In the first section below, I address the initial reference to a specific blues song in the novel by discussing the lyrics and structure of "The St. Louis Blues" as representative of traditional blues. I then lay the foundation for a discussion of The Bluest Eye as a blues narrative. In the ensuing section, I build upon this foundation to discern a female blues subjectivity in The Bluest Eye, a subjectivity constructed through African American oral traditions and embodied in the three whores' speech, song, and laughter, and in Claudia's narrative voice. Finally, I position Claudia's subjectivity within a blues aesthetic and her voice within the oral tradition of testifying.

The earliest reference to a specific blues in The Bluest Eye follows the scene in which Mrs. MacTeer harangues the girls after Pecola consumes what Mrs. MacTeer deems more than her share of the milk in the refrigerator, and it precedes the narrative of Pecola's first menstruation. This reference to the blues, then, forms a bridge between childhood (the milk consumption represents Pecola's effort to consume--and become--Shirley Temple) and womanhood. …

The rest of this article is only available to active members of Questia

Sign up now for a free, 1-day trial and receive full access to:

  • Questia's entire collection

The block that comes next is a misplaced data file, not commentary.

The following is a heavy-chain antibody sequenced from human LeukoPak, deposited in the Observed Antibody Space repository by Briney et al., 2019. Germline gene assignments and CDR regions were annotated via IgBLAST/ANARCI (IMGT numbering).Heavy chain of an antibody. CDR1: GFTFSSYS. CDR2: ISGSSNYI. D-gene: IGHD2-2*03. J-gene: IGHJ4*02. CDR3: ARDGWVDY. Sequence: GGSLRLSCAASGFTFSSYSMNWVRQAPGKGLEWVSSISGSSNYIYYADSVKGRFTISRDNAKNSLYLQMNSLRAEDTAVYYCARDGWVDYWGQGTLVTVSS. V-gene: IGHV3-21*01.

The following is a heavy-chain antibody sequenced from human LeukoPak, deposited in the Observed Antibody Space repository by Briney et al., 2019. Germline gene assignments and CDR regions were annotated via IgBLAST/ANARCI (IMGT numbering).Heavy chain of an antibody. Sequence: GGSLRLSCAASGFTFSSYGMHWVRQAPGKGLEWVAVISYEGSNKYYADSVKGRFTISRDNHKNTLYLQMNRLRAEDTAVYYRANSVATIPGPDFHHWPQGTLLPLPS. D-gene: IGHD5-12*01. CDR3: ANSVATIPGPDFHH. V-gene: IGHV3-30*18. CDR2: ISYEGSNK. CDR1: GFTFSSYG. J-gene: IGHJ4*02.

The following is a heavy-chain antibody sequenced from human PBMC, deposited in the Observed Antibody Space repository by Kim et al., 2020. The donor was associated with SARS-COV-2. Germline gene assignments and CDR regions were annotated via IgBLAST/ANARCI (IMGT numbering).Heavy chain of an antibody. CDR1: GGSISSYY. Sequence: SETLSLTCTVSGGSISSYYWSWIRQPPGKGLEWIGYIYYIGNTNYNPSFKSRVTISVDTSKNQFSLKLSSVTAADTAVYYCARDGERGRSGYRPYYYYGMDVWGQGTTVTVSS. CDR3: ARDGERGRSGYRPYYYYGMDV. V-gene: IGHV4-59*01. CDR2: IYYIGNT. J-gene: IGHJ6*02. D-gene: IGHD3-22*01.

• Automatic bibliography creation
  • More helpful research tools like notes, citations, and highlights
  • A full archive of books and articles related to this one
  • Ad-free environment

Already a member? Log in now.

Notes for this article

Add a new note
If you are trying to select text to create highlights or citations, remember that you must now click or tap on the first word, and then click or tap on the last word.
One moment ...
Default project is now your active project.
Project items

Items saved from this article

This article has been saved
Highlights (0)
Some of your highlights are legacy items.

Highlights saved before July 30, 2012 will not be displayed on their respective source pages.

You can easily re-create the highlights by opening the book page or article, selecting the text, and clicking “Highlight.”

Citations (0)
Some of your citations are legacy items.

Any citation created before July 30, 2012 will labeled as a “Cited page.” New citations will be saved as cited passages, pages or articles.

We also added the ability to view new citations from your projects or the book or article where you created them.

Notes (0)
Bookmarks (0)

You have no saved items from this article

Project items include:
  • Saved book/article
  • Highlights
  • Quotes/citations
  • Notes
  • Bookmarks
Notes
Cite this article

Cited article